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Based on personal preference, technical excellence, meaningful stories, great images, and historical value, this list encompasses what I currently think the greatest movies ever are. This is a living list that will change as I do. Please pardon the thousands of omissions that are worthy of being named here.

Since I subscribe to the auteur theory–that the great directors leave their own visionary imprint on all of their work, in spite of the clear fact that film is a massive collaborative effort that involves a lot of luck and thousands of talented people–I include those great directors on this list. The easiest way for me to find a great movie is just to watch another one by a director I already like. My advice, then, is just find directors on this list that you like and watch their other movies.

The Greatest Director Ever is …

Akira Kurosawa. He’s the Shakespeare of film. I’m confident that in two hundred years he’ll be one of the few 20th-century directors whom people still admire.

  • Rashomon
  • Seven Samurai
  • The Bad Sleep Well
  • Yojimbo and Sanjuro
  • High and Low
  • Kagemusha
  • Ran
  • Ikiru
  • Throne of Blood
  • Derzu Uzala
  • I Live in Fear
  • Scandal
  • Red Beard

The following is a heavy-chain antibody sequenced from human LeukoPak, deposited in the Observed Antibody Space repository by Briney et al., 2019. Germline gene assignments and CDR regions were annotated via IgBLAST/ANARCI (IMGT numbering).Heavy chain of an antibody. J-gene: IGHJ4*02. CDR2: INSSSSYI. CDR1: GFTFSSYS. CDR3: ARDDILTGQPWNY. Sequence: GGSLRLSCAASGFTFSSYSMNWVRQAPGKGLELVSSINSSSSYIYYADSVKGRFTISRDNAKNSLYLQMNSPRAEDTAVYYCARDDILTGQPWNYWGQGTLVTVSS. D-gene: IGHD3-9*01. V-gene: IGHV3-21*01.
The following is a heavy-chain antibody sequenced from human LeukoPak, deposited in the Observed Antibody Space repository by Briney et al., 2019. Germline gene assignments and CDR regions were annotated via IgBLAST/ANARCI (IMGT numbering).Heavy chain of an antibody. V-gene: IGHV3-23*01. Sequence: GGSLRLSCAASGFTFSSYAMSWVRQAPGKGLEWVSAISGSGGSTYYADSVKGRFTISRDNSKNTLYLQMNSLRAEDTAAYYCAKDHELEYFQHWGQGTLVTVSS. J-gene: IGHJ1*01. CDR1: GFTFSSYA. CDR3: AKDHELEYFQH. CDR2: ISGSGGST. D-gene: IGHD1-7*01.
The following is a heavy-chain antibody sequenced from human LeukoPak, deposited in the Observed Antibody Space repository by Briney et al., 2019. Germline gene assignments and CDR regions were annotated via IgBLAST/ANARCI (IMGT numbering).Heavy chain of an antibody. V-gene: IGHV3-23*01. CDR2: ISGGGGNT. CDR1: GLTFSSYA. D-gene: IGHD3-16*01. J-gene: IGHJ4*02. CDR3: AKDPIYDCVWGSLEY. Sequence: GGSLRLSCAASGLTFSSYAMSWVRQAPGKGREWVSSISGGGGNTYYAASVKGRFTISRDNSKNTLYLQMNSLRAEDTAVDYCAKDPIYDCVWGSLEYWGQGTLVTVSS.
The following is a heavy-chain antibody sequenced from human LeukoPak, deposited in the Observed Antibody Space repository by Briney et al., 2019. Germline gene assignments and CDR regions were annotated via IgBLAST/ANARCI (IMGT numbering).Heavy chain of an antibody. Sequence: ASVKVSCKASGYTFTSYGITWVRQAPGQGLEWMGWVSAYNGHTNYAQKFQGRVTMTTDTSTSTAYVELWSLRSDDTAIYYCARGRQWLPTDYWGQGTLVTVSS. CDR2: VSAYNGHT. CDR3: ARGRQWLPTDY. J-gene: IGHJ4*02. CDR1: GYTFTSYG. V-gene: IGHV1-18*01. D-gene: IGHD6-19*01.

• and many more …

Desert-Island Movies

These are the ones for me that, rewatched twenty times, will render twenty different, powerful experiences. They aren’t necessarily the greatest movies ever, although the top few are among them, but I have repeatedly found them enjoyable in some way. Directors are named in the parentheses.

  • Children of Paradise (Marcel Carne)
  • The Decalogue (Krzysztof Kieslowski)
  • Rear Window (Alfred Hitchcock)
  • Jean de Florette and Manon of the Spring (Claude Berri)
  • The Thin Red Line (Terence Malick)
  • Samurai Rebellion (Kobayashi)
  • The Third Man (Carol Reed)
  • Sherlock Jr. (Buster Keaton)
  • Playtime (Jacques Tati)
  • Local Hero (Bill Forsyth)
  • The Samurai Trilogy (Inagaki)
  • The Godfather: Part 2 (Coppola)
  • Lola Montes (Max Ophuls)
  • The Purple Rose of Cairo (Woody Allen)
  • The Ladykillers (Alexander Mackendrick)
  • Spinal Tap (Rob Reiner)
  • Amadeus (Milos Forman)
  • Grizzly Man (Werner Herzog)
  • Ratatouille (Brad Bird)
  • Ed Wood (Tim Burton)
  • Repo Man (Alex Cox)
  • The Dark Knight Rises (Christopher Nolan)
  • Babe: Pig in the City (George Miller)
  • Idiocracy (Mike Judge)

The Most Powerful, Visionary Movies I’ve Seen

Here I place movies that were really potent for me. I may not actually like them or agree with anything in them, but they are impossible for me to shake, for some reason. (Movie-lovers will sniff out the biases here: I tend towards the fantastical and the heavily stylized.)

  • 2001: A Space Odyssey; and Barry Lyndon (Kubrick)
  • The Letter Never Sent (Kalatozov)
  • Belle du Jour (Luis Bunuel)
  • The Passion of Joan of Arc (Dreyer; use the choral score “Voices of Light” when you watch it)
  • The Tree of Life (Malick)
  • Red River (Hawkes)
  • Florence Foster Jenkins (Stephen Frears)
  • A Matter of Life and Death; and Black Narcissus (Michael Powell)
  • Videodrome (David Cronenberg)
  • Malcolm X (Spike Lee)
  • Nausicaa in the Valley of the Wind (Miyazaki)
  • Lawrence of Arabia (David Lean)
  • The Night of the Hunter (Charles Laughton)
  • Mother! (Darren Aronovsky)
  • The Ballad of Buster Scruggs (Coen Brothers)